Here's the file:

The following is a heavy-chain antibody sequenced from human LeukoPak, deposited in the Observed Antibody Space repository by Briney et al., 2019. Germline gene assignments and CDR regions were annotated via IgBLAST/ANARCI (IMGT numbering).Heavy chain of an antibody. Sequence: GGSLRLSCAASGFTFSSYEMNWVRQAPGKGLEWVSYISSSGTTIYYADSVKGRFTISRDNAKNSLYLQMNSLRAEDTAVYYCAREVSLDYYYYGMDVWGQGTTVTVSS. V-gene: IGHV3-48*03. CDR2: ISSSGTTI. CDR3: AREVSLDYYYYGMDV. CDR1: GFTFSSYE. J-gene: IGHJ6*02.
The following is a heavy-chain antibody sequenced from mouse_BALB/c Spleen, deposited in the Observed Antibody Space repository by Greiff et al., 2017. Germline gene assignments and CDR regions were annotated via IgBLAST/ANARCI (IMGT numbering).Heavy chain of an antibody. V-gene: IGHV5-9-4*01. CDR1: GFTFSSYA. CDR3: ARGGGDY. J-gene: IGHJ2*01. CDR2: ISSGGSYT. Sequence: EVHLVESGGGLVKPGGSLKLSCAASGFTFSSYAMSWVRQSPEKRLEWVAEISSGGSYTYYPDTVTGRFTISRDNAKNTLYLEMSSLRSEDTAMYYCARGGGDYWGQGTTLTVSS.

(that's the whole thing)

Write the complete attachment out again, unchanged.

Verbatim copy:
The following is a heavy-chain antibody sequenced from human LeukoPak, deposited in the Observed Antibody Space repository by Briney et al., 2019. Germline gene assignments and CDR regions were annotated via IgBLAST/ANARCI (IMGT numbering).Heavy chain of an antibody. Sequence: GGSLRLSCAASGFTFSSYEMNWVRQAPGKGLEWVSYISSSGTTIYYADSVKGRFTISRDNAKNSLYLQMNSLRAEDTAVYYCAREVSLDYYYYGMDVWGQGTTVTVSS. V-gene: IGHV3-48*03. CDR2: ISSSGTTI. CDR3: AREVSLDYYYYGMDV. CDR1: GFTFSSYE. J-gene: IGHJ6*02.
The following is a heavy-chain antibody sequenced from mouse_BALB/c Spleen, deposited in the Observed Antibody Space repository by Greiff et al., 2017. Germline gene assignments and CDR regions were annotated via IgBLAST/ANARCI (IMGT numbering).Heavy chain of an antibody. V-gene: IGHV5-9-4*01. CDR1: GFTFSSYA. CDR3: ARGGGDY. J-gene: IGHJ2*01. CDR2: ISSGGSYT. Sequence: EVHLVESGGGLVKPGGSLKLSCAASGFTFSSYAMSWVRQSPEKRLEWVAEISSGGSYTYYPDTVTGRFTISRDNAKNTLYLEMSSLRSEDTAMYYCARGGGDYWGQGTTLTVSS.